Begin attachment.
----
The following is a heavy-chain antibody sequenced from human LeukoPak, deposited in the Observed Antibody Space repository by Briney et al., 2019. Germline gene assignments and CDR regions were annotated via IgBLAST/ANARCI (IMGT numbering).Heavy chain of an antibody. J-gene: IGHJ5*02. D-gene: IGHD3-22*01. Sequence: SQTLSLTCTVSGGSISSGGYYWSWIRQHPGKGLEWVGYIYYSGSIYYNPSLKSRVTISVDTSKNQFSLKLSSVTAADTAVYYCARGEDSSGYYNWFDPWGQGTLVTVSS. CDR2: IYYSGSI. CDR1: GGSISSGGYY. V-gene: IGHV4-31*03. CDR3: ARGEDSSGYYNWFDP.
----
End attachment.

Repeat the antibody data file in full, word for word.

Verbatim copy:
The following is a heavy-chain antibody sequenced from human LeukoPak, deposited in the Observed Antibody Space repository by Briney et al., 2019. Germline gene assignments and CDR regions were annotated via IgBLAST/ANARCI (IMGT numbering).Heavy chain of an antibody. J-gene: IGHJ5*02. D-gene: IGHD3-22*01. Sequence: SQTLSLTCTVSGGSISSGGYYWSWIRQHPGKGLEWVGYIYYSGSIYYNPSLKSRVTISVDTSKNQFSLKLSSVTAADTAVYYCARGEDSSGYYNWFDPWGQGTLVTVSS. CDR2: IYYSGSI. CDR1: GGSISSGGYY. V-gene: IGHV4-31*03. CDR3: ARGEDSSGYYNWFDP.